mistakes can occur

and when they do, there are two responses. Denial, or taking responsibility. It's not clear whose bomb was dropped on the Iraqi marketplace on Friday, killing a large number of civilians. Estimates range from 15 (NYT) to 50 (Yahoo) casualties.

It is reassuring that there hasn't been an outright denial by the Pentagon - a pause for an investigation suggests honesty, whereas quick PR statements reveal political motives. The Pentagon has equivocated thus far:

US Central Command had said that its aircraft fired on Iraqi rocket launchers in the area and that civilian casualties could not always be avoided. There was no categoric admission of responsibility, however, and the Pentagon claimed later that an Iraqi surface-to-air missile could have fallen back on the market.

�Coalition forces did not target a marketplace nor were any bombs or missiles dropped or fired in the district,� Major-General Stanley McChrystal said. �We don�t know for a fact whether it was US or Iraqi. We can�t make any assumption at this point. We�ll continue to look and see if we missed anything. But another explanation could be that triple-A (anti-aircraft artillery) or a surface-to-air missile that missed its target fell back into the marketplace area.�

(note that the Times Online, unlike the Pentagon, has already reached a conclusion about whose fault the marketplace bombing was, as per the title of their report. What did I say above about quick statements...). Explicit in Stanley's statement is the possibility that it was indeed a US missile and not Iraqi sabotage. This explicit acknowledgement is not even registered by those who are already primed to anticipate US-caused atrocities, they simply see a denial. But any assessment of US fault prior to the Pentagon's report is clearly an opportunitsic, political onem given that US forces have tried to avoid civilian deaths and Iraqi forces have been capitalizing on them. We are bearing the burden for our forebearance.

On the other side of the coin from the London Times and the Guardian, is the certainty that these are political bombings by Iraq on its own people. This is usually where reminders about Halabja are also trotted out. Tacitus (whom I repect greatly) points to an AP/Yahoo photo of the supposed bomb crater, arguing that a Tomohawk or JDAM wouldn't leave such a shallow hole. Agreed, but why assume this was a precision weapon strike, especially given that it landed in the wrong place? Recall that 90% of the bombs on Baghdad are precision-guided, meaning that 10% ARE NOT. In fact, I doubt that the AP photo is even of the right crater, given that the scenes of carnage have been bloody and horrific, but this is a fairly antiseptic picture of a hole in the ground, surrounded by curious well-groomed onlookers, not the crowds of grieving and bloodied victims and twisted metal that the center of the marketplace bombing would suggest.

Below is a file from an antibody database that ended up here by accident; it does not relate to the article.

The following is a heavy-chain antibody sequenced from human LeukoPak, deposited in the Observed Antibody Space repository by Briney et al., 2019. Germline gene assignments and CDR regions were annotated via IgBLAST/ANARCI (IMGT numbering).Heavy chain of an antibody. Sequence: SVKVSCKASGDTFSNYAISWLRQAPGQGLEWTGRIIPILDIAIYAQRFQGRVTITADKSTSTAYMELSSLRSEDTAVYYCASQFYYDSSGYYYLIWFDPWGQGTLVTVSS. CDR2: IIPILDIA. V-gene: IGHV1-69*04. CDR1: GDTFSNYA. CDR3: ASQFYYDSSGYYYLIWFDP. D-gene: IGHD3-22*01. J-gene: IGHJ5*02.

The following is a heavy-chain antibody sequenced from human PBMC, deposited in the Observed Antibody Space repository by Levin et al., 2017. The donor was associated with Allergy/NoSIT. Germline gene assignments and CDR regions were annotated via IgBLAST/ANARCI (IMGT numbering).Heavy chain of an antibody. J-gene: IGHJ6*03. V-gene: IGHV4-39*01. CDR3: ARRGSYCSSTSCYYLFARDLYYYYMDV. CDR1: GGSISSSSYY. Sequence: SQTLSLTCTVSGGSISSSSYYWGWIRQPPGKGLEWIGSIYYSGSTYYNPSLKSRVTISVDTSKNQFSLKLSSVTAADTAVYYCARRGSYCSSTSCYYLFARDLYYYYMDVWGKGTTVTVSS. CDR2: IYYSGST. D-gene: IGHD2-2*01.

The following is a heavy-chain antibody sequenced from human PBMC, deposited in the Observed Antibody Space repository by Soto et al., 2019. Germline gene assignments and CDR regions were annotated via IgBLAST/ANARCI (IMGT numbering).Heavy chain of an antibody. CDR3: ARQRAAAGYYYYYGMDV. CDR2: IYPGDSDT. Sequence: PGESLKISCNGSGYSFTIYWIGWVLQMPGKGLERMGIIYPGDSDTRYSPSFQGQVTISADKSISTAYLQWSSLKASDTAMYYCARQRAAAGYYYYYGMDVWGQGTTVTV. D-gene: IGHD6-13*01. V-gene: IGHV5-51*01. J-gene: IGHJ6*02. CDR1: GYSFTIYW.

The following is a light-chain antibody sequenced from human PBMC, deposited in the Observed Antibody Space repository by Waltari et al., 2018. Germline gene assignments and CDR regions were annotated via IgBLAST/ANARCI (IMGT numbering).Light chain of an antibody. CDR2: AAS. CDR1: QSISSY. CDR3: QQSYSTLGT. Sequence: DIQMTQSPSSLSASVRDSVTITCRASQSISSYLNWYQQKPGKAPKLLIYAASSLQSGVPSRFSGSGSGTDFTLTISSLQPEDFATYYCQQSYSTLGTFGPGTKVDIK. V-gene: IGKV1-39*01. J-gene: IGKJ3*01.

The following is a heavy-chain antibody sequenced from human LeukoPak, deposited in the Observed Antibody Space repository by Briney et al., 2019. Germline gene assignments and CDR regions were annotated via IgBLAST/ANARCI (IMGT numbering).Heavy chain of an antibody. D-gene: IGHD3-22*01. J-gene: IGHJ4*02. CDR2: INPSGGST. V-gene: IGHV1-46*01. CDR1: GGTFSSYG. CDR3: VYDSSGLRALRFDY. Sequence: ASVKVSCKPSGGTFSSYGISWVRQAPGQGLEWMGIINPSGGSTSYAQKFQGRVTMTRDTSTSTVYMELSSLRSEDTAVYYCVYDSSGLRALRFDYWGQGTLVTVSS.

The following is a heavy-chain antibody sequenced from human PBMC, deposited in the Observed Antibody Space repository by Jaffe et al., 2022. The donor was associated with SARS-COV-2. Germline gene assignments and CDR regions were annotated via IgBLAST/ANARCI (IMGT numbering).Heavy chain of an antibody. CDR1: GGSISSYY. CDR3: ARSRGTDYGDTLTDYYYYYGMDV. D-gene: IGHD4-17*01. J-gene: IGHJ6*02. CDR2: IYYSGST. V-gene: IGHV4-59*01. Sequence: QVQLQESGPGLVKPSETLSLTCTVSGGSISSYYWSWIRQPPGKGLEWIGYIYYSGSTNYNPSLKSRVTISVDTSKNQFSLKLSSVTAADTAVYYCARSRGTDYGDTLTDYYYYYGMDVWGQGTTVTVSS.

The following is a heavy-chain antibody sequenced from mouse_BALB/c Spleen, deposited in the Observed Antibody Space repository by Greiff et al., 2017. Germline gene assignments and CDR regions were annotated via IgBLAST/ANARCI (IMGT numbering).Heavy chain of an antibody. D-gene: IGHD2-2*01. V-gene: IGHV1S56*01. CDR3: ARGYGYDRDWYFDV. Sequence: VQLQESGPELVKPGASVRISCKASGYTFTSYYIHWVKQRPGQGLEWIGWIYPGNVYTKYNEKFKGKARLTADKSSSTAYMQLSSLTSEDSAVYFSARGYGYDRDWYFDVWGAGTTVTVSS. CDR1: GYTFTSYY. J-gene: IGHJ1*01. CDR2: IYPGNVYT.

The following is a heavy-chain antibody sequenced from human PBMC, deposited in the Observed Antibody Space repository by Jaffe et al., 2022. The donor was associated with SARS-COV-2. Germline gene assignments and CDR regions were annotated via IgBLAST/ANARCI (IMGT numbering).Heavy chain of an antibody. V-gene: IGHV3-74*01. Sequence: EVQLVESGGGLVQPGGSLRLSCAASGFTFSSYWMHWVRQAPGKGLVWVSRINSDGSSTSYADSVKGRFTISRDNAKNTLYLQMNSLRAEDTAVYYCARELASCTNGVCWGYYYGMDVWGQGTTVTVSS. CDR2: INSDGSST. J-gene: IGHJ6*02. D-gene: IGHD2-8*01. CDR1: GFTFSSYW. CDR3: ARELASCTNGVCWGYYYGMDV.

Ultimately, it doesn't matter what we think about who caused the bombing. The main point is what do the Iraqi public think? It is their opinion that is so central to our entire rationale for invading Iraq in teh first place. And there the US has to concede that - regardless of fault - this event will be seen as US fault by the grieving civilians who have lost their families. Philosophical arguments about the inevitably of collateral damage, or detailed explanations of Saddam's treachery, are absolutely irrelevant, except to armchair pundits whose only motivation is to tally events in the "our fault/their fault" columns.

We have a responsibility, to allow Iraqis to grieve, and respect the forces of emotion that we have tried to harness in this war - which are a double-edged sword indeed. I think that of all the commentary on these bombings, the only real analysis of any value has been Jeanne's:

Imagine reading a newspaper on September 12, 2001, and havng to comb through paragraph after paragraph of statements politicians made about a horrible mass murder that took place a day earlier, before finally, halfway through the story, finding out exactly what happened. The idea of structuring the story that way is obscene, as if the fact that thousands of people died were less important than what use politicians made of those deaths. Human priorities were not hard to sort out on September 12. When people die like that, the only thing to do at first is grieve. The only thing to do second is celebrate their lives. Anything else is an abomination. When a few clueless leftists spoke -- even weeks afterwards -- of understanding "root causes," they were, and deserved to be, castigated. To every thing there is a season, and the season of understanding can not follow too hard upon the season of grief.

We understood that when Americans died. We need to understand that the same thing is true when Iraqis die.

Jeanne links to the coverage by other newspapers around the world that tell the human side of teh tragedy, and I felt it was my duty to read each one. NPR had a similar piece this morning on Weekend Edition which was also poignant and grim. These are essential reading/listening for all of us, regardless of where we stand about the war.

UPDATE: serial numbers found at the site suggest it was an American HARM missile (via Tim Blair). This is *still* irrelevant (though note that if true, it means there was an Iraqi active radar sited in the marketplace. Human shields.). The main issue is, collateral damage (origin red or blue) is ultimately a defeat for our goals in Iraq. And irrelevant to the human tragedy. Whether it was iraqi targeting, iraqi radar that led an american missile in, or even an errant american "dumb" bomb - the bottom line is, that the Iraqi civilians are sufferring.

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